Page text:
Targeted therapy is based on the administration of a radiopharmaceutical, which will bind specifically in tumor regions in order to destroy them. Nowadays, this field is more and more promising thanks to the development of new radiopharmaceuticals, especially alpha emitters. Indeed, their characteristics confer a greater cytotoxicity to tumor cells while minimizing the unwanted radiation to healthy tissues in comparison with β- emitters.
The goal here is to determine the administered activity, for each patient, which will ensure a maximum dose deposition in the tumor and a minimum dose deposition to the organs at risk. For alpha emitting radiopharmaceuticals, the dosimetric evaluation is a main challenge because of the particles short range.
To meet this challenge, the proposed studies will focus on 223Ra (Xofigo®), which is the first alpha emitter that has received marketing authorization from European Commission in November 2013 for the treatment of patients with castration-resistant prostate cancer metastasized to bones. These studies were organized in three different challenges.
The first challenge is to perform 223Ra imaging in order to determine the activity distribution in patient body. Indeed, the short path of alpha particles prevents their detection. Nevertheless, 233Ra and its daughters have several gamma emissions. An optimized 223Ra imaging protocol for gamma-camera was implemented in collaboration with the European Hospital George Pompidou. Many experiments were performed on physical phantoms. This protocol was then accepted in a new multicenter phase I/II clinical trial for the treatment of renal cell carcinoma with bone metastases.
After the determination of the spatial distribution of the radiopharmaceutical, the temporal evolution must be taken into account. In order to calculate the cumulated activity from dynamic imaging, a biokinetic module has been implemented to the OEDIPE software (French acronym for “tool for personalized internal dose assessment”). This software developed by IRSN for the last fifteen years can perform precise and personalized Monte Carlo dosimetry from patient-specific anatomic and functional data.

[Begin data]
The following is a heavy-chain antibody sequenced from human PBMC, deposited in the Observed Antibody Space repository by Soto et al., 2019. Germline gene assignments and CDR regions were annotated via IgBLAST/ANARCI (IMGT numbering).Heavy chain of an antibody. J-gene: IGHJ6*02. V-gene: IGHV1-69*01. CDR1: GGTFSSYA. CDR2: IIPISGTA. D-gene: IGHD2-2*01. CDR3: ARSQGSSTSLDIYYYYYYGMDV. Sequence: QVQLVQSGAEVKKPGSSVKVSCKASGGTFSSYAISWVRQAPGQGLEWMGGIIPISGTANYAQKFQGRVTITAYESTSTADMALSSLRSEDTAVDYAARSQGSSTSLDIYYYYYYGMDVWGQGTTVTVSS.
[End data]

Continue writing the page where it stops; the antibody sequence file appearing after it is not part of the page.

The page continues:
The second challenge involves the determination of the absorbed energy in the radiosensitive parts of the bone. Nowadays, the dosimetric parameters do not take the alpha particle energy, the bone site or the bone marrow proportion into account. Thus, dose calculations were optimized using the most recent and realistic bone models, developed in collaboration with the University of Florida. These doses have been determined for several source tissues such as the trabecular bone, the inactive marrow or the cortical bone. Differences, up to 60% when considering the trabecular bone surface as source and red bone marrow as target, were observed between our model and the ICRP Publication 30. Furthermore, the marrow cellularity is dependent of the age. In order to optimize the dosimetry, the evolution of alpha absorbed fraction to the red bone marrow with the marrow cellularity was investigated.
Lastly, the third challenge is to characterize the distribution of 223Ra at the microscopic level in order to better assess the relationship between dose and biological effects. As theses parameters cannot be properly characterized on human, studies were performed on mice. Healthy mice and metastasis models, from a renal or prostate cancer, were developed in collaboration with the CIPA in Orléans. Differences of uptake between healthy tissues and metastases were observed in each model, at the microscopic scale using autoradiography methods performed in collaboration with the CRCINA at Nantes.
Finally, this research work has helped to gain more insight into the various aspects of the 223Ra dosimetry. This work also offers tools to go further in dosimetry personalization for new alpha emitting radiopharmaceuticals, currently on the rise.